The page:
A tornado here left 15 people injured.
"When she hit, I just laid down on the floorboard and held on," Deputy Fire Chief Dennis Behnkendorf said. "Everything was flying past the door. I jumped onto the ground and held on for dear life."
While Iowa was hardest hit, Friday's severe weather knocked out power through parts of West Virginia, Nebraska, Michigan, Ohio and Pennsylvania. Michigan authorities blamed three deaths on the storm - all due to trees falling on cars Friday. The weather was cited in one death in Ohio.
About 100 homes were flooded in Medina County in northeast Ohio, authorities said.
"You feel like everything you've worked for was taken away," Larry Barty said as he watched water pour through a ground-level window of his home.
Sherry L. Kohler, 45, of Medina, died early Friday when the car she was driving slid off a road and hit a tree in York Township, northwest of Medina, state Highway Patrol Lt. Cory Davies said.
Tornado Alley, a swath running from west Texas through Oklahoma and Kansas to Iowa, is ripe for stormy conditions because of colliding air masses that occur each spring.
In Iowa's Pocahontas County, sheriff's officers said a tornado moved through a golf course and cemetery in Rolfe, population 721, before ripping through Bradgate in neighboring Humboldt County.
The head of the state's homeland security department, Ellen Gordon, estimated that 90 percent of Bradgate's homes were destroyed or sustained major damage, and reported 10 known injuries.
Rolfe, she said, had five or six houses damaged and five reported injuries.
"It's amazing that no one was killed," said Brian Rickless, a Humboldt County sheriff's deputy. "I think word got out that a tornado was on the way."
Marina Meier said her home was caved in from the roof down and was moved about 20 feet off its foundation.
"Our couch was in the neighbor's yard," she said.
Mayor Martin Brown was at his farm outside town and was listening to a scanner when the tornado was heading toward Bradgate.
"I heard the Humboldt County sheriff calling for an ambulance. He said his leg was broke and the town was destroyed. We got here and he was right. It was destroyed," Brown said.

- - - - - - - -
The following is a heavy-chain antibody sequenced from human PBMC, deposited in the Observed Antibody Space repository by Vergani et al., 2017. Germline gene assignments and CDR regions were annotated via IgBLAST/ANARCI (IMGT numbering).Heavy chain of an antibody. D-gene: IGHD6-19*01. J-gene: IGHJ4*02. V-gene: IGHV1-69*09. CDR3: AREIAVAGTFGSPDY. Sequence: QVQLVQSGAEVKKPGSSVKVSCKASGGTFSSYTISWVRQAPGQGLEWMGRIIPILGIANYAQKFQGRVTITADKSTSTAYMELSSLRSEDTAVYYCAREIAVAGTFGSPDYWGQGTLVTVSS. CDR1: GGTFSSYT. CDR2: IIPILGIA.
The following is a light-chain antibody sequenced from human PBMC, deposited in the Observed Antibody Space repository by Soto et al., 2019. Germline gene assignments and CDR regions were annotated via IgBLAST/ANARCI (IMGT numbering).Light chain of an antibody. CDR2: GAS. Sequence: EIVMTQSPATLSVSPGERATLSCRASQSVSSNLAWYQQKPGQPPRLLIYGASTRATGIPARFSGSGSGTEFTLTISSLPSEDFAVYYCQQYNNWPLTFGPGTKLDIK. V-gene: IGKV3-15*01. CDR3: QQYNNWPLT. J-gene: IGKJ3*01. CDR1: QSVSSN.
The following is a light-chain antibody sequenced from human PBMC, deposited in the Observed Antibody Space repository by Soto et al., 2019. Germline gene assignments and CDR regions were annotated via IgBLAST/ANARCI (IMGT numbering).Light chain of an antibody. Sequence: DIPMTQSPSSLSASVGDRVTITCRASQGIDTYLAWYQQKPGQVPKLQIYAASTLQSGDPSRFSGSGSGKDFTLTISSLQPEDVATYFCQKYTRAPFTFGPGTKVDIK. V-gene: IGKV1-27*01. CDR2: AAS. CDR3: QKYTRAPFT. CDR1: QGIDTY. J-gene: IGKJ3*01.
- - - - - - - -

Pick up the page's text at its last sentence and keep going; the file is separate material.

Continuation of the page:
Gordman said the state was providing "temporary sanitary facilities for the community, plenty of bottled water, that type of thing."
Several thousand people across the state were without power.
Elsewhere, severe thunderstorms and a possible tornado swept across much of West Virginia, from the Ohio River to the Virginia border.
In northeast Ohio, where several rivers were near flood stage, 74,000 customers were without electricity. The storms toppled trees onto homes and cars in the area, but no serious injuries were reported.
The storms knocked out power to nearly 60,000 residents in West Virginia, and about 173,000 were dark in Michigan. At least 75,000 in Pennsylvania lost power in the storms and more than 16,600 customers were still dark Saturday morning.
Destructive straight-line winds hit parts of Michigan. Gusts of 95 mph hit the University of Michigan in Ann Arbor, and 99 mph gusts hit in Berrien County, Mich., the National Weather Service and police said.
In western Michigan, lightning struck transformers, setting buildings on fire. Up to 3 inches of rain fell in a 45-minute period - the equivalent of about 3 feet of snow - while gusting wind snapped trees and power lines.
Debra Joyce Simpson, 50, of Coloma, Mich., was killed when an oak tree was blown onto the car she was driving in Berrien County, the sheriff's department said.
Two other people killed in southwest Michigan died in separate, similar incidents, St. Joseph County authorities said.
At least two tornados touched down in central Nebraska, but no injuries were reported, the National Weather Service said. At least two farmsteads were damaged about seven miles north of Norfolk.